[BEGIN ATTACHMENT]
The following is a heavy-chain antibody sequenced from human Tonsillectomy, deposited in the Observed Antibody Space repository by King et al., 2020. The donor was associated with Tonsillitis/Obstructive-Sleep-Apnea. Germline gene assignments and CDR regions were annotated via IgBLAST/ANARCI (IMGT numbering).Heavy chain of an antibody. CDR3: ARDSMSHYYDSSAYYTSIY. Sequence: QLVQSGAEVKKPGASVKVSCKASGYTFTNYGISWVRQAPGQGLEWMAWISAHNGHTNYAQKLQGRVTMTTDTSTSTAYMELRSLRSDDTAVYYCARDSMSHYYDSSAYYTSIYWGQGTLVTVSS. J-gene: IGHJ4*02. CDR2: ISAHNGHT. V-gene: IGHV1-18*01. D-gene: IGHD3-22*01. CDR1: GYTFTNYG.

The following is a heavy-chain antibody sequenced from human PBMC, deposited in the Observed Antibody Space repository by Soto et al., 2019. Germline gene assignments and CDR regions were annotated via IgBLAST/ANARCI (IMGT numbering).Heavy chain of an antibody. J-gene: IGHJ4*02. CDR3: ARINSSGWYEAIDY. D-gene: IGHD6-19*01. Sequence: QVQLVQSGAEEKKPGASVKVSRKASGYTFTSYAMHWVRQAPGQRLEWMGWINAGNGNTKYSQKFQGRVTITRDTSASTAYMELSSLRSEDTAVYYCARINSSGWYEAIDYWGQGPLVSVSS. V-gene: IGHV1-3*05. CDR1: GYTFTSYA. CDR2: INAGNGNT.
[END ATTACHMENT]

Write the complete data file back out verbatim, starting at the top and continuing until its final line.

The following is a heavy-chain antibody sequenced from human Tonsillectomy, deposited in the Observed Antibody Space repository by King et al., 2020. The donor was associated with Tonsillitis/Obstructive-Sleep-Apnea. Germline gene assignments and CDR regions were annotated via IgBLAST/ANARCI (IMGT numbering).Heavy chain of an antibody. CDR3: ARDSMSHYYDSSAYYTSIY. Sequence: QLVQSGAEVKKPGASVKVSCKASGYTFTNYGISWVRQAPGQGLEWMAWISAHNGHTNYAQKLQGRVTMTTDTSTSTAYMELRSLRSDDTAVYYCARDSMSHYYDSSAYYTSIYWGQGTLVTVSS. J-gene: IGHJ4*02. CDR2: ISAHNGHT. V-gene: IGHV1-18*01. D-gene: IGHD3-22*01. CDR1: GYTFTNYG.

The following is a heavy-chain antibody sequenced from human PBMC, deposited in the Observed Antibody Space repository by Soto et al., 2019. Germline gene assignments and CDR regions were annotated via IgBLAST/ANARCI (IMGT numbering).Heavy chain of an antibody. J-gene: IGHJ4*02. CDR3: ARINSSGWYEAIDY. D-gene: IGHD6-19*01. Sequence: QVQLVQSGAEEKKPGASVKVSRKASGYTFTSYAMHWVRQAPGQRLEWMGWINAGNGNTKYSQKFQGRVTITRDTSASTAYMELSSLRSEDTAVYYCARINSSGWYEAIDYWGQGPLVSVSS. V-gene: IGHV1-3*05. CDR1: GYTFTSYA. CDR2: INAGNGNT.